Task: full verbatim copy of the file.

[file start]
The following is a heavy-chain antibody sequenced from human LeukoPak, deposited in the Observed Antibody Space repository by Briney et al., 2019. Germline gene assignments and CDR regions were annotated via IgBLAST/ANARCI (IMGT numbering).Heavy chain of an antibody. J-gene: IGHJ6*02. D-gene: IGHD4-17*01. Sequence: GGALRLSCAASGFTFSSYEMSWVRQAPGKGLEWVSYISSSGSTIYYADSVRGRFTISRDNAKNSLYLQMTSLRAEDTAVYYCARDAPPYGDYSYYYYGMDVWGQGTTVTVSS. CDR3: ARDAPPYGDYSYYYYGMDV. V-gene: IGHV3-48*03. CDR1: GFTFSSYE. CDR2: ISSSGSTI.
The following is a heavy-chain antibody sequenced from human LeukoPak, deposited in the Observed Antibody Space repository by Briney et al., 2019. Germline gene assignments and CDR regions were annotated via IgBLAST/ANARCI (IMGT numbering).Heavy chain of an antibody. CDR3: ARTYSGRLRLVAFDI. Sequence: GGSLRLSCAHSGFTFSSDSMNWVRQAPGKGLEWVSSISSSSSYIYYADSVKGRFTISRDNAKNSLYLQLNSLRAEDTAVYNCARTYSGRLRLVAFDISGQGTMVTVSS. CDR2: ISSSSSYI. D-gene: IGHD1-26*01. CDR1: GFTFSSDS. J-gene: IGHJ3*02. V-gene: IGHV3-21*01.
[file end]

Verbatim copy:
The following is a heavy-chain antibody sequenced from human LeukoPak, deposited in the Observed Antibody Space repository by Briney et al., 2019. Germline gene assignments and CDR regions were annotated via IgBLAST/ANARCI (IMGT numbering).Heavy chain of an antibody. J-gene: IGHJ6*02. D-gene: IGHD4-17*01. Sequence: GGALRLSCAASGFTFSSYEMSWVRQAPGKGLEWVSYISSSGSTIYYADSVRGRFTISRDNAKNSLYLQMTSLRAEDTAVYYCARDAPPYGDYSYYYYGMDVWGQGTTVTVSS. CDR3: ARDAPPYGDYSYYYYGMDV. V-gene: IGHV3-48*03. CDR1: GFTFSSYE. CDR2: ISSSGSTI.
The following is a heavy-chain antibody sequenced from human LeukoPak, deposited in the Observed Antibody Space repository by Briney et al., 2019. Germline gene assignments and CDR regions were annotated via IgBLAST/ANARCI (IMGT numbering).Heavy chain of an antibody. CDR3: ARTYSGRLRLVAFDI. Sequence: GGSLRLSCAHSGFTFSSDSMNWVRQAPGKGLEWVSSISSSSSYIYYADSVKGRFTISRDNAKNSLYLQLNSLRAEDTAVYNCARTYSGRLRLVAFDISGQGTMVTVSS. CDR2: ISSSSSYI. D-gene: IGHD1-26*01. CDR1: GFTFSSDS. J-gene: IGHJ3*02. V-gene: IGHV3-21*01.